|A month of some expectation, but I had to wait ten days before
it became interesting. Since then I have been able to photograph 7
birds I haven't been able to photograph before.
2nd. For the first time we took ourselves off to Aghia reservoir
for early morning birding. This was quite an effort for us, so we
were somewhat disappointed with the sightings. The only birds
worthy of mention were 5 grey herons, 1 little egret, 1 little
bittern (juvenile), and 1 eleonoras falcon. We walked around
the "back" of the reservoir, and came across a pink lily type
flower. We couldn't tell whether someone had deposited the
bulbs some time ago, or whether the plant is truly wild. Only
one bulb from a group of 8 had flowered (see photo below). It resembles a Madonna
lily, but is pink. Maybe someone can throw some light on it?
Despite the somewhat disappointing birding, it was lovely to be
there at that time of day, and I for one will do it again. (sunrise
Photo above by and © A&M
Photo above by and © A&M
3rd. An afternoon drive to Kala Sikia area mainly on
unmade roads. Many small flocks of goldfinches and linnets, but one flock included
about 10 ortolan buntings, which hung around at some distance after
the other birds had moved on.
5th. c35 white storks seen over the bay from our house, and, for the
first time, 2 eleonoras in the same area over the sea.
6th. An hour after dark we heard bee eaters somewhere above the
house. Not heard them at night before. The following morning about
60-70 were high above the house, before moving on.
7th. An increasing number of spotted flycatchers and red-backed
shrikes in our local area. Over the bay we are seeing a large flock
of small birds skimming the water endlessly. This has been going on
for over a week now, but they are never close enough to the beach to
identify. Our best guess is cory shearwater, mainly from the colour
and the size of the flock - often in excess of 500.
Spotted Flycatcher - Photo above by and © A&M
10th. A walk up to Kallergi Hut from the Samaria Gorge entrance. We
(Tony Ward and myself) were entertained by bee eaters and choughs
enroute, but little else to report. Once there, none of the birds I
had hoped for, but a first sighting of isabelline wheatear made it
memorable. As far as large birds were concerned, just 2 griffons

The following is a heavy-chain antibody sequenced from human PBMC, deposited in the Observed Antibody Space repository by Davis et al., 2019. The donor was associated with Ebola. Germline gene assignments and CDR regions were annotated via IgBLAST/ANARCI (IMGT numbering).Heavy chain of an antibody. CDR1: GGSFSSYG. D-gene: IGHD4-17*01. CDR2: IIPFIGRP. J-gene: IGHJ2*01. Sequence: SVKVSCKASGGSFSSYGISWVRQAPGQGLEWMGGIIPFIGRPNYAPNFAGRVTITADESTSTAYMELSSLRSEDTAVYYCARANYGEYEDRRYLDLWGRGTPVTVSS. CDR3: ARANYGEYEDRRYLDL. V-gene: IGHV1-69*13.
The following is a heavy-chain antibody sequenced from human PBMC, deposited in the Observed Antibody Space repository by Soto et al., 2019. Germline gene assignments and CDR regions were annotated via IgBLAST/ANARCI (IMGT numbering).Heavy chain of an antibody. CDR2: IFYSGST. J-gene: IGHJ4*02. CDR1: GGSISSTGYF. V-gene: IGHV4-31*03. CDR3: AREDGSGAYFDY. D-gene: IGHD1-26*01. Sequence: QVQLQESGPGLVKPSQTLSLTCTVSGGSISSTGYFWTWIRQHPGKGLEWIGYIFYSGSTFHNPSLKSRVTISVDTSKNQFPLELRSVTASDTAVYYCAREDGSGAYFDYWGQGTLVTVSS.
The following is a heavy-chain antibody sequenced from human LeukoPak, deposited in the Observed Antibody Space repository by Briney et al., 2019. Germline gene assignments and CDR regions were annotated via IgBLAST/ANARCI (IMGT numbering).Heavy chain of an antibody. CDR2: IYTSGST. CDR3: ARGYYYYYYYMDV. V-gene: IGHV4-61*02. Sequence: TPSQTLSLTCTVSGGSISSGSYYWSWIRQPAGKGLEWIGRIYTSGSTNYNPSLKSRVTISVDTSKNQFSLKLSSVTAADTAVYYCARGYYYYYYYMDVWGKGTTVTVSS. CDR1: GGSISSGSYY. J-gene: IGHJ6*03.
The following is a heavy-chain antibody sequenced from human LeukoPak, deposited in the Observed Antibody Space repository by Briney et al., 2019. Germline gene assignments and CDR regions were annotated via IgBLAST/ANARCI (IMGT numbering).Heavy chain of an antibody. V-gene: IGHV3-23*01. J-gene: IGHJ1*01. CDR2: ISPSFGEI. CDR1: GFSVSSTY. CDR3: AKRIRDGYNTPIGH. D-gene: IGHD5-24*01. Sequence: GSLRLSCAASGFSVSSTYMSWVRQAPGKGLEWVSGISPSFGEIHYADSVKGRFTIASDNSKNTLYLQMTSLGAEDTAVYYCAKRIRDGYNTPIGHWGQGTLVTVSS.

and some ravens. We were there around lunchtime, and I guess
another time of day may have proved more productive? Enroute to
Omalos, and for a change I was not driving, I had a fine view of a
red kite flying over the National Highway near Chania hospital.
13th. A return to the southern slopes of Psiloritis in search of
nuthatches. As sure as we were the first time, no luck with any
sightings of them this time. Flies were a real nuisance and we were
confined to picnicking in the car. Two sightings of short-toed
treecreepers through binoculars brightened up our lunch. The
majority of birds seen in this area, at 1,400 metres, were
chaffinches, wrens, great tits, spotted flycatchers and crag
martins. A single redstart stayed within our picnic area for an
hour or so. At 1,000 metres it was mainly northern wheatears, but
fewer than our earlier visit.
Our route to Psiloritis was via the new dam near Amari. About the
same level of water as previous visit, but this time 2 grey herons
were seen and an unidentified brown duck, probably tufted or
ferruginous, but a long way off.
14th. A pedalo trip with my grandson along the Georgioupolis river.
Didn't take my camera, which was a mistake. Enroute we disturbed 10
purple herons from an overhanging tree - it would have been a great
pic as they were not far away! Then a kingfisher remained in situ
on a branch within 5 metres of us passing by. Another photo
17th. A drive taking in Kalikratis and Asfendou. As we left
Georgioupolis a hoopoe flew alongside the car for a moment or two,
and as we passed the lake viewpoint at the end of the eucalyptus
avenue, a marsh harrier swept past at low level. Nothing more was
seen until we stopped high above Imbros. A large flock of
c60 ravens erupted over a far ridge, and griffons began appearing -
each was looked at just in case it was something more interesting! -